Saturday, July 13, 2024

New SA Electoral Commission deputy appointed

A lawyer with an extensive background in public law and administration has been appointed Deputy Commissioner to the Electoral Commission of South Australia.

Alice Cashen (pictured), who currently works as the Associate Director, Criminal Law at Victoria Legal Aid, is set to take up the position on October 5.

Ms Cashen, originally from Adelaide, replaces David Gully, who retired as Deputy Commissioner earlier this year.

“Ms Cashen’s experience not just in public law, but in public administration will hold her in good stead to take up this important position with the Electoral Commission,” said SA Attorney-General, Kyam Maher.

“She has striven to improve access to justice for members of the community in her time with Victoria Legal Aid, and I’m sure her passion and advocacy will be important in supporting the work of the Electoral Commission in the leadup to local government, state government and other important elections – including the upcoming elections for the First Nations Voice to State Parliament.

“I’d also like to thank David Gully for his exceptional two-and-a-half-decade long contribution to the Electoral Commission of South Australia.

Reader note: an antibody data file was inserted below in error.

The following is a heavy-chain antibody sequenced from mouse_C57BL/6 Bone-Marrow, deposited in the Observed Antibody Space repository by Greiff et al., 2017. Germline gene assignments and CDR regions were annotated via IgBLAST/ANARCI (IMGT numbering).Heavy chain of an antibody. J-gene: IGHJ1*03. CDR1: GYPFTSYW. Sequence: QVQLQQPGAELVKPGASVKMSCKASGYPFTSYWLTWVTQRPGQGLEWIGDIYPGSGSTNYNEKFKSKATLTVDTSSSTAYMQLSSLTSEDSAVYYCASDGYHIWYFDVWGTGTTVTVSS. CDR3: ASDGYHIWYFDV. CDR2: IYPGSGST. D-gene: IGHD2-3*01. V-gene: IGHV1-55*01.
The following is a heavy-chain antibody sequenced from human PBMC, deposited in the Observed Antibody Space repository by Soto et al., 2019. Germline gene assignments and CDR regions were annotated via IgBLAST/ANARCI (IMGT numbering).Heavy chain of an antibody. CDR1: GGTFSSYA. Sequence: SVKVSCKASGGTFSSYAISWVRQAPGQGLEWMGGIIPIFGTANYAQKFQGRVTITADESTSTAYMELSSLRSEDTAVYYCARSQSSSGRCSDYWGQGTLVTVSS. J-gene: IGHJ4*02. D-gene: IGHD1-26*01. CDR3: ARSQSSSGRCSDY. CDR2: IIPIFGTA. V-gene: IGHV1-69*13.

“He has done an outstanding job, working under numerous Electoral Commissioners, in supporting the Commission’s vital work for our democracy,” said Mr Maher.

Prior to starting with Victoria Legal Aid, Ms Cashen worked with both the Department of Premier and Cabinet and Department of Justice and Regulation in Victoria and taught at the School of Government at the University of Melbourne.

She was appointed following a nationwide recruitment search, and on recommendation of the interview panel comprised of the Electoral Commissioner, Mick Sherry, the Commission’s Risk and Performance Committee Chair, Patricia Christie, and the Queensland Electoral Commissioner, Patrick Vidgen.

In accordance with the Electoral Act 1985, Ms Cashen has been appointed to a term expiring 1 year after polling day for the second general election after the appointment is made. With state elections due in 2026 and 2030, the appointment is expected to end in 2031.

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